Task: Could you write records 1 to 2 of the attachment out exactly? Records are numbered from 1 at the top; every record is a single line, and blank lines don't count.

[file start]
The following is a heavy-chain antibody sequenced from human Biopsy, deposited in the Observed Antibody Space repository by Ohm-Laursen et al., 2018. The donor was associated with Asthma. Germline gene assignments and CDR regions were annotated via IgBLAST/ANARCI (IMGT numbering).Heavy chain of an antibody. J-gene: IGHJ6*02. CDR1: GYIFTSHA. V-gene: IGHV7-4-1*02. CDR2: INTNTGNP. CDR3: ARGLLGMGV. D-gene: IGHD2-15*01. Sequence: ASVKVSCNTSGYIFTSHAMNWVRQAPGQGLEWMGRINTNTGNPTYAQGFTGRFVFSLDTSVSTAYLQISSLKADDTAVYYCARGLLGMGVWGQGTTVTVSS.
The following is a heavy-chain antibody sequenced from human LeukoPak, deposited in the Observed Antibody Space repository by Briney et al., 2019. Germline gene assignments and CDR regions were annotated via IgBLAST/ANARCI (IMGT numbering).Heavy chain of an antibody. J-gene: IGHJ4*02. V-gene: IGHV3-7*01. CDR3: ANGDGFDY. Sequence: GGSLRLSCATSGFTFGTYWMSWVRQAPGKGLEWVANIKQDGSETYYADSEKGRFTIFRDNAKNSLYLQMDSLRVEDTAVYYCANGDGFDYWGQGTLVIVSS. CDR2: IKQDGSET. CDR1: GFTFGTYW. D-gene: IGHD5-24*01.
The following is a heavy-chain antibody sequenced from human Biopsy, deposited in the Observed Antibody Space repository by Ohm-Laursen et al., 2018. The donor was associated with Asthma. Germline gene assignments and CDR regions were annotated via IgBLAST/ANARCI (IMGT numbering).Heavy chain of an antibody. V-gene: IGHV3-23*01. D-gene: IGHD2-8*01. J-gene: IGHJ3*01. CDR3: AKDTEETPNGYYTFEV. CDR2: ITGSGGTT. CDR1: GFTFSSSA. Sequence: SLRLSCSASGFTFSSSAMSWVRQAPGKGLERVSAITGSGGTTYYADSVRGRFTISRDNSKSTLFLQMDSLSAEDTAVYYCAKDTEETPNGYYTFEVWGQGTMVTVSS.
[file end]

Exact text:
The following is a heavy-chain antibody sequenced from human Biopsy, deposited in the Observed Antibody Space repository by Ohm-Laursen et al., 2018. The donor was associated with Asthma. Germline gene assignments and CDR regions were annotated via IgBLAST/ANARCI (IMGT numbering).Heavy chain of an antibody. J-gene: IGHJ6*02. CDR1: GYIFTSHA. V-gene: IGHV7-4-1*02. CDR2: INTNTGNP. CDR3: ARGLLGMGV. D-gene: IGHD2-15*01. Sequence: ASVKVSCNTSGYIFTSHAMNWVRQAPGQGLEWMGRINTNTGNPTYAQGFTGRFVFSLDTSVSTAYLQISSLKADDTAVYYCARGLLGMGVWGQGTTVTVSS.
The following is a heavy-chain antibody sequenced from human LeukoPak, deposited in the Observed Antibody Space repository by Briney et al., 2019. Germline gene assignments and CDR regions were annotated via IgBLAST/ANARCI (IMGT numbering).Heavy chain of an antibody. J-gene: IGHJ4*02. V-gene: IGHV3-7*01. CDR3: ANGDGFDY. Sequence: GGSLRLSCATSGFTFGTYWMSWVRQAPGKGLEWVANIKQDGSETYYADSEKGRFTIFRDNAKNSLYLQMDSLRVEDTAVYYCANGDGFDYWGQGTLVIVSS. CDR2: IKQDGSET. CDR1: GFTFGTYW. D-gene: IGHD5-24*01.